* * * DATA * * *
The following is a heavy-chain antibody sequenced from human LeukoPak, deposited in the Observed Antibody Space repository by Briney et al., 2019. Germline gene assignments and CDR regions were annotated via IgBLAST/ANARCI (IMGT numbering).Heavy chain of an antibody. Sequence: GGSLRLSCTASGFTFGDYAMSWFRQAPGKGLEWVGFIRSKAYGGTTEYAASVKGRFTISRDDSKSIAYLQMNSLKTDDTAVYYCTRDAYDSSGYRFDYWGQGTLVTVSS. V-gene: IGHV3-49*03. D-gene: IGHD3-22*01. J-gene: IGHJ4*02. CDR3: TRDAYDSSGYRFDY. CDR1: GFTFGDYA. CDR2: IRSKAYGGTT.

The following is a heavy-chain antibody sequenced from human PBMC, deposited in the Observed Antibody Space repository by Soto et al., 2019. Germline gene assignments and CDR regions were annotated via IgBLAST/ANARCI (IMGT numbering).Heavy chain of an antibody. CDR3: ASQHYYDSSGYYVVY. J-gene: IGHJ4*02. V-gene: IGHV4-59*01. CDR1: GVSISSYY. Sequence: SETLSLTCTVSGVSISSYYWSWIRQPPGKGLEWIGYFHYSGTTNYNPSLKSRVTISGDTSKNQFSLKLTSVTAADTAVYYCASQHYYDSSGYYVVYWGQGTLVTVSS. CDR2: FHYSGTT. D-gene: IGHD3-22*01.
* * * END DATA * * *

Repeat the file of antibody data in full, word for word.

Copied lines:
The following is a heavy-chain antibody sequenced from human LeukoPak, deposited in the Observed Antibody Space repository by Briney et al., 2019. Germline gene assignments and CDR regions were annotated via IgBLAST/ANARCI (IMGT numbering).Heavy chain of an antibody. Sequence: GGSLRLSCTASGFTFGDYAMSWFRQAPGKGLEWVGFIRSKAYGGTTEYAASVKGRFTISRDDSKSIAYLQMNSLKTDDTAVYYCTRDAYDSSGYRFDYWGQGTLVTVSS. V-gene: IGHV3-49*03. D-gene: IGHD3-22*01. J-gene: IGHJ4*02. CDR3: TRDAYDSSGYRFDY. CDR1: GFTFGDYA. CDR2: IRSKAYGGTT.

The following is a heavy-chain antibody sequenced from human PBMC, deposited in the Observed Antibody Space repository by Soto et al., 2019. Germline gene assignments and CDR regions were annotated via IgBLAST/ANARCI (IMGT numbering).Heavy chain of an antibody. CDR3: ASQHYYDSSGYYVVY. J-gene: IGHJ4*02. V-gene: IGHV4-59*01. CDR1: GVSISSYY. Sequence: SETLSLTCTVSGVSISSYYWSWIRQPPGKGLEWIGYFHYSGTTNYNPSLKSRVTISGDTSKNQFSLKLTSVTAADTAVYYCASQHYYDSSGYYVVYWGQGTLVTVSS. CDR2: FHYSGTT. D-gene: IGHD3-22*01.